Brazilian President Dilma Rousseff has packed up personal photos and stripped the shelves in her third-floor office in the Planalto presidential palace, a sign she is accepting the loss of her job in a Senate vote on Wednesday.
In what could be one of her final meetings as president, Rousseff received the secretary general of the Organization of American States on Tuesday, as guards tried to stop photographers from documenting signs of an impending move.
Though government lawyers have asked the Supreme Court to stop the Senate vote, an aide said privately the populist Rousseff expects to receive official notice on Thursday of her suspension on charges of violating budget laws.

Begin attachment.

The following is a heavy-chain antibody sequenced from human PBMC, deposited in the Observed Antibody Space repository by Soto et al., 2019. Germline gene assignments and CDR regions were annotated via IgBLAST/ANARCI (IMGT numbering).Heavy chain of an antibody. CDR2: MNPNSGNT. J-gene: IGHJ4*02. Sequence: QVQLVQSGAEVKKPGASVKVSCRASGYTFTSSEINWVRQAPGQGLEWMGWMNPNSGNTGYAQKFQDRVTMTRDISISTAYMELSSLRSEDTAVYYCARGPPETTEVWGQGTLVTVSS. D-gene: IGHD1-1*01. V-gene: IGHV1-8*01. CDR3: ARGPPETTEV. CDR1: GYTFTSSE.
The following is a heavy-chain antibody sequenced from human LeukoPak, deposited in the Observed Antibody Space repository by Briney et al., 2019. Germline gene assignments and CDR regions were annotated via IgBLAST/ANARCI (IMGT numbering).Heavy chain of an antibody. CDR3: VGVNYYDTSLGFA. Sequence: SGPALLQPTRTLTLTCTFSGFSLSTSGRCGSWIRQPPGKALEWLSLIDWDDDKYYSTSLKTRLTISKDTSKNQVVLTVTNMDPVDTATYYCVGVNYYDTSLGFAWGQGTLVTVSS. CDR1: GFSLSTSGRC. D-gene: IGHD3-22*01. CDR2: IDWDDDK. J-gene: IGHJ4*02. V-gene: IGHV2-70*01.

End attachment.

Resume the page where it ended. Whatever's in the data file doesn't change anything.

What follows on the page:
The special Senate session, widely expected to vote to put Rousseff on trial, could run until late on Wednesday.
Vice President Michel Temer will then take over as interim president for the duration of a trial that would last up to six months, and Rousseff could then be removed permanently if convicted. She has denied any wrongdoing.
Brazil's first woman president, plans to exit the futuristic presidential palace accompanied by close political allies, descending a ramp she previously climbed twice to take office in 2011 and again in 2015, the aide said.
Unions, artists and other social movements that stayed loyal to her through a deep recession and a massive corruption scandal that saw her popularity fall to single digits have promised to meet Rousseff in the streets to protest.
If suspended, Rousseff will still have access to her official residency, the Alvorada Palace, and a staff of 300 during the trial. Her staff is negotiating for an additional 15 to 20 personal aides and for access to a plane from the air force, and several vehicles the aide said.